Mr Wizerkaniuk brought his case to the ECtHR and won. Subsequently, the Polish Press Act was amended. The obligation to obtain authorisation and the related procedure and time-limits were clarified. This means interviewees can no longer simply ignore request for authorising a quote to prevent it from being published. So, judgments can indeed trigger important reforms at the domestic level.

The problem is: judgments rarely get implemented on their own. They require advocacy at the domestic level: input into what measures are needed; nudging the authorities to adopt these measures; monitoring of and reporting on prevailing problems. The Wizerkaniuk example shows that being proactive and using the judgments from the ECtHR to push for change can pay off: here, a coalition of civil society actors helped get the case implemented. Journalists wrote about Mr Wizerkaniuk’s success in Strasbourg and started a whole campaign to amend the Press Act, which dated back to Communist times. They were supported in their advocacy by NGOs and other activists, who reached out to lawmakers to raise their awareness of the need for legislative changes.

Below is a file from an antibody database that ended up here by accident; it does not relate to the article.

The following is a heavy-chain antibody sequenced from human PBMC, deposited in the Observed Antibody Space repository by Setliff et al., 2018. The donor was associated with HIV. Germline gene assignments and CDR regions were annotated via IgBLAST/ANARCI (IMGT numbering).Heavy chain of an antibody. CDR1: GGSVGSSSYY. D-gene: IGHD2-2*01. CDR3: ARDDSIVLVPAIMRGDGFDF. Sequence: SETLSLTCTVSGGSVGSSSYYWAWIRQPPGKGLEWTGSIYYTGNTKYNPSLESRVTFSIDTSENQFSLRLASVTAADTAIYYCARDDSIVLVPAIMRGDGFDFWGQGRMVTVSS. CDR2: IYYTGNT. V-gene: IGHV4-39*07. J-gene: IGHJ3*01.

The first point to note, then, is that coalitions of domestic actors can contribute to ensuring that Strasbourg Court judgments lead to actual change. This was the premise of the multi-stakeholder workshop organised jointly by EIN, its Polish member organisation, the Helsinki Foundation for Human Rights (HFHR), and the Open Society Justice Initiative (OSJI). The event brought together more than 40 representatives of five different professional groups, of all which have a stake in getting reforms underway following an ECtHR judgment:

  • parliamentarians and parliamentary staff, who play a key role in creating the legal and policy framework in which human rights are effectively guaranteed;
  • judges and prosecutors, who need to ensure the judicial practice is in conformity with Convention standards and the case law of the Court;
  • activists, for whom ECtHR judgments can be an additional (and currently often underutilised) advocacy tool;
  • journalists, who can sound the alarm about human rights problems identified by Strasbourg;